The Community Arts Center, adding to its psychedelic lineup of exquisite tribute acts this month, will present another taste of the counterculture at 7:30 p.m. April 26, with Get the Led Out.
Although Get the Led Out was only formed in 2003, the Philadelphia-based band is made up of seven passionate Led Zeppelin fans who have been playing music for much longer.
It's arguably the dream of just about every rock fan to see the illustrious Led Zeppelin perform live, if only in their heyday in the '60s and '70s.
Although fans of today certainly can't travel back in time, several legendary bands who have "retired" still manage to pull together reunion tour after reunion tour. Not Led Zeppelin.
Led Zeppelin's grand musical reign only lasted from 1968 to 1980, with four reunion performances in '85, '88, '95 and 2007.
Something about their short time in harmony creates a sort of enigmatic mystique, piquing fans' curiosity and vision of the artists and making the band's legendary status even more substantial. Led Zeppelin certainly maintains that particular mystique, which shrouds several artists who were birthed from the counterculture of the 1960s.
The band members of Get the Led Out, who pride themselves on being "The American Led Zeppelin," were inspired by that mystique, enough to want to embody Led Zeppelin on stage.
Sure, there are a ton of tribute and cover bands out there - but the musicians in Get the Led Out sees themselves differently. Instead of trying to be a look-alike band; hence having six members instead of four, they emphasize reproducing Led Zeppelin's sound.
"We concentrate on replicating the studio recordings in a live-concert situation. Sometimes we'll have two or three guitars at once to do all of the over-dubs that Led recorded so the songs sound the same as they did on the record," Paul Hammond, Get the Led Out's electric-and-acoustic guitar and mandolin player, said.
"It's a bit more complicated and difficult, but the fans love it," Hammond said.
Hammond learned how to play blues from his father, when he was just 8 years old in the early '70s, drawing inspiration from artists of the time, like Jimi Hendrix and Deep Purple.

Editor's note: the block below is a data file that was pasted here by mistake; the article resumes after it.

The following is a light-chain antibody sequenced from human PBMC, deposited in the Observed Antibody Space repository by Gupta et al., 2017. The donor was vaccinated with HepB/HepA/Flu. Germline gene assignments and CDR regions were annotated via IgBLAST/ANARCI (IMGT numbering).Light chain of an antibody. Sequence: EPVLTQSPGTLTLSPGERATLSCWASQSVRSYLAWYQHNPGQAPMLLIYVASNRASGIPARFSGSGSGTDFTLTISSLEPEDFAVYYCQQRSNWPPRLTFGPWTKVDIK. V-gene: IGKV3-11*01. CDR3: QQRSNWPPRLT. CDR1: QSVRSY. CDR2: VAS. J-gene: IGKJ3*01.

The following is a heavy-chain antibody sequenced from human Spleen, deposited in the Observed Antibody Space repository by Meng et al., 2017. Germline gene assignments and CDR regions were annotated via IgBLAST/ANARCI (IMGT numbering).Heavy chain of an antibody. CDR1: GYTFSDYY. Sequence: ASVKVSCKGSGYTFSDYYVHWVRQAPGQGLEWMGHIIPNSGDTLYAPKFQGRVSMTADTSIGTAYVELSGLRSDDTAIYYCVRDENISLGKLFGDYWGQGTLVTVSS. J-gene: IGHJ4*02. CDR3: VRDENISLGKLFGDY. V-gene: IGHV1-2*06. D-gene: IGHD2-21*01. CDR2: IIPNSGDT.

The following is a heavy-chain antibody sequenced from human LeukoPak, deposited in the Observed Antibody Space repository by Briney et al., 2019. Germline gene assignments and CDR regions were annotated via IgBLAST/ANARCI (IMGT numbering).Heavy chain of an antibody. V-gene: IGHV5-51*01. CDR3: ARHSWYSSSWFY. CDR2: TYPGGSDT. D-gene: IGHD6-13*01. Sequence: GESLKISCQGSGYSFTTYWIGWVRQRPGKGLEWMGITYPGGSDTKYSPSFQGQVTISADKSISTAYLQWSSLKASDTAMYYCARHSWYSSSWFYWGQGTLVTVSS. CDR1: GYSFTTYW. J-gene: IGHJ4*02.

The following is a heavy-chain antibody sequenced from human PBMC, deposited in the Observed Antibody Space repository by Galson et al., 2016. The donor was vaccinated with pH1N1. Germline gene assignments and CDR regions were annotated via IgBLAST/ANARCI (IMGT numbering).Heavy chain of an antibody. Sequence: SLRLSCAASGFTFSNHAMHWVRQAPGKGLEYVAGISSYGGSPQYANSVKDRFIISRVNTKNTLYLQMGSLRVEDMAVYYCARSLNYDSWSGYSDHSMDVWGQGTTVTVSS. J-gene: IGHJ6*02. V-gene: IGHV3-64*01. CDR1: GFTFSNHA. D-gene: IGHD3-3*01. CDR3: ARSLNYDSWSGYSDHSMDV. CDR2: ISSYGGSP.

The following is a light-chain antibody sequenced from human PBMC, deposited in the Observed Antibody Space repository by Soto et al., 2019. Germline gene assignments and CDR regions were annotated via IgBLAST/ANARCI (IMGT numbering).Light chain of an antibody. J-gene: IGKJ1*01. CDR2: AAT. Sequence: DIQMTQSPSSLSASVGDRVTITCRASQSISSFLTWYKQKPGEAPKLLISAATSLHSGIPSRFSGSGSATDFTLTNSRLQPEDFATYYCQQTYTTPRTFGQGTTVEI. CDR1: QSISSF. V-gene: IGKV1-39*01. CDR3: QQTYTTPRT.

He met bandmate Paul Sinclair, who performs on lead vocals as well as the harmonica in Get the Led Out, in high school.
After he and Sinclair had performed in different bands, worked in the recording business and in various sound studios, Hammond said other area musicians started to notice their talent and wanted to put together a Led Zeppelin tribute band.
"Originally, the concept was to do a look-alike band, but Sinclair didn't want to have anything to do with it. He wanted to do it like the records," Hammond said.
With that outlook, Hammond said they began to play larger clubs and international venues almost immediately.
"Since we're performing the music ourselves, we're not faking any motions," Hammond said.
When asked if it was tough to embody such a legendary band, Hammond said both yes and no.
"Paul (Sinclair) and I had been performing Led Zeppelin music since we were young. We were steeped in it, so we were used to it," he said.
As for the performance in Williamsport, Get the Led Out is excited to return, and hopefully sell out the show as they did previously, several years ago.
Hammond said he likes to see the diversity in the audience, since Led Zeppelin seems to blur all lines when it comes to ages of their fans. Hammond said they like to say they have an audience from age 8 to 80.
"Led seems to transcend generations ... it spans the generations because there's something for everyone. As time goes on, it gets even wider. New Led Zeppelin fans are born every day - they just don't know it yet," he said.
Audiences can expect what Hammond says is a fantastic light show, accompanied by Led Zeppelin's transcendent music, which blends everything from Celtic folk, acoustic, blues, classical, funk and more.